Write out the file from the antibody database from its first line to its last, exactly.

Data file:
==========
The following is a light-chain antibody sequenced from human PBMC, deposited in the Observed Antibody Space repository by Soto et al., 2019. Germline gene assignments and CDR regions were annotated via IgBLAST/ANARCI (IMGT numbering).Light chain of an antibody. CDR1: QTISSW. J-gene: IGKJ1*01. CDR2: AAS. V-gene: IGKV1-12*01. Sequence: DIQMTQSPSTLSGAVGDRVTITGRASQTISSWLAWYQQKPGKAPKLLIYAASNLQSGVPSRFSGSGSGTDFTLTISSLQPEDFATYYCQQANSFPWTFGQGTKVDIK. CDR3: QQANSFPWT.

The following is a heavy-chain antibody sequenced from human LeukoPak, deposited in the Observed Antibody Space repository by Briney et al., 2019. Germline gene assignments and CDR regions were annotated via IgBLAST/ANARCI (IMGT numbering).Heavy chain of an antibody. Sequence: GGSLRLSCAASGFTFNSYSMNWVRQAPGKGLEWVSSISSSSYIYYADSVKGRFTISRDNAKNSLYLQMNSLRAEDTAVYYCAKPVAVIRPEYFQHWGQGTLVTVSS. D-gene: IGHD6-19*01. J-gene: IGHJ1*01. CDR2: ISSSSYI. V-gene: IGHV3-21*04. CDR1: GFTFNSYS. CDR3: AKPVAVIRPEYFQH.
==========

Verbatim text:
The following is a light-chain antibody sequenced from human PBMC, deposited in the Observed Antibody Space repository by Soto et al., 2019. Germline gene assignments and CDR regions were annotated via IgBLAST/ANARCI (IMGT numbering).Light chain of an antibody. CDR1: QTISSW. J-gene: IGKJ1*01. CDR2: AAS. V-gene: IGKV1-12*01. Sequence: DIQMTQSPSTLSGAVGDRVTITGRASQTISSWLAWYQQKPGKAPKLLIYAASNLQSGVPSRFSGSGSGTDFTLTISSLQPEDFATYYCQQANSFPWTFGQGTKVDIK. CDR3: QQANSFPWT.

The following is a heavy-chain antibody sequenced from human LeukoPak, deposited in the Observed Antibody Space repository by Briney et al., 2019. Germline gene assignments and CDR regions were annotated via IgBLAST/ANARCI (IMGT numbering).Heavy chain of an antibody. Sequence: GGSLRLSCAASGFTFNSYSMNWVRQAPGKGLEWVSSISSSSYIYYADSVKGRFTISRDNAKNSLYLQMNSLRAEDTAVYYCAKPVAVIRPEYFQHWGQGTLVTVSS. D-gene: IGHD6-19*01. J-gene: IGHJ1*01. CDR2: ISSSSYI. V-gene: IGHV3-21*04. CDR1: GFTFNSYS. CDR3: AKPVAVIRPEYFQH.